3As a result of the coronavirus pandemic, the UN Secretary-General, Antonio Guterres, recommended a scaled-down, shortened session of the 64th UN Commission on the Status of Women, with the participation of only New York-based delegation. All parallel and side events scheduled to take place during the commission were cancelled. The cancellation was quite understandable, yet disappointing for the over 12,000 people who registered to attend the event from different parts of the world. New York-based Member States delegates convened on 9 March and adopted a political declaration on the occasion of the 25th anniversary of the Fourth World Conference on Women entitled; “Women 2000: Gender equality, development, and peace for the twenty-first century.” Some civil society representatives were also present.

Click HERE to read the political declaration.





The United Nations General Assembly adopted the resolution 73/23 on 3 December 2018, designating 24 January the International Day of Education, in celebration of the role of education in promoting peace and sustainable development.


Though progress has been made in the past decades in providing access to education for more children, especially children from less-developed economies, a lot more still needs to be done. According to the United Nations Educational, Scientific and Cultural Organization (UNESCO), over 258 million children and youth still do not attend school; 617 million children and adolescents cannot read and do basic math; less than 40% of girls in sub-Saharan Africa complete lower secondary school and some four million children and youth refugees are out of school.” This is unacceptable. “Education is a human right, a public good, and a public responsibility.” Therefore, it must not become a tool for reinforcing inequality. Providing “inclusive and equitable quality education and lifelong opportunities for all” by 2030 is goal 4 of the Sustainable Development Goals, adopted by Member States of the UN in 2015. Governments must be held accountable to deliver these goals. Education is key to achieving the SDGs. And as rightly pointed out by the Deputy Secretary-General of the UN, Ms. Amina Mohammed, “failure to attain the educational needs of the population, equals failure to achieve the SDGs.”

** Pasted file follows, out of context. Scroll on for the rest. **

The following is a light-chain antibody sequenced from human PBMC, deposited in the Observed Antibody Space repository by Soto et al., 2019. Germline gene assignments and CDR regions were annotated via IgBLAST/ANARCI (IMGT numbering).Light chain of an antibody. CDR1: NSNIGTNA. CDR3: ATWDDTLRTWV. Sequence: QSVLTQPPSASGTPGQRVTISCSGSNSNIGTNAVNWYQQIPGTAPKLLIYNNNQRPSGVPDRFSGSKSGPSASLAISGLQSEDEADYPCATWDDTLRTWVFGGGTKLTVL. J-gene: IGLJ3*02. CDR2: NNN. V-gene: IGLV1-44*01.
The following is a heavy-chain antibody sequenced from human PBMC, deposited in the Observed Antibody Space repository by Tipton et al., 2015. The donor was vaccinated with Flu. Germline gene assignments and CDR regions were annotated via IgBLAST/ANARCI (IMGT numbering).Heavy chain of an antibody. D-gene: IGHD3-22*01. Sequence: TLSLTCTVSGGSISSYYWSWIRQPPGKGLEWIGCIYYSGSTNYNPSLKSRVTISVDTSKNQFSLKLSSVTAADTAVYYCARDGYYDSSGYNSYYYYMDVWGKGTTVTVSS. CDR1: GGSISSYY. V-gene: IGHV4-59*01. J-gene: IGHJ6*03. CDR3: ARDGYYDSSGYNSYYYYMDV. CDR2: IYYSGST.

SDG 4: Facts and Figures

  • Enrolment in primary education in developing countries has reached 91 percent, 4but 57 million primary age children remain out of school.
  • More than half of children that have not enrolled in school live in sub-Saharan Africa.
  • An estimated 50 percent of out-of-school children of primary school age live in conflict-affected areas.

Read more:

Ten targets of the Sustainable Development Goal 4: https://bit.ly/36hC5lG

International Day of Education: https://bit.ly/36jCVhW


2In September each year, heads of states and governments of the 193 member countries of the United Nations gather in New York for the UN General Assembly. As one of the six principal organs of the UN, the General Assembly (GA), draws equal representation from all Member States of the organization. The GA is led by the president who is elected on a rotational basis from among the Member States every year. In early June 2019, the Permanent Representative of Nigeria to the UN, Mr. Tijani Muhammad Bande was elected president of the 74th General Assembly. In his inaugural speech at the opening of the 74th Session of the GA, Mr. Bande outlined his priorities in the coming year as the GA president. These include; peace and security, poverty eradication, zero hunger, quality education, climate action, and inclusion.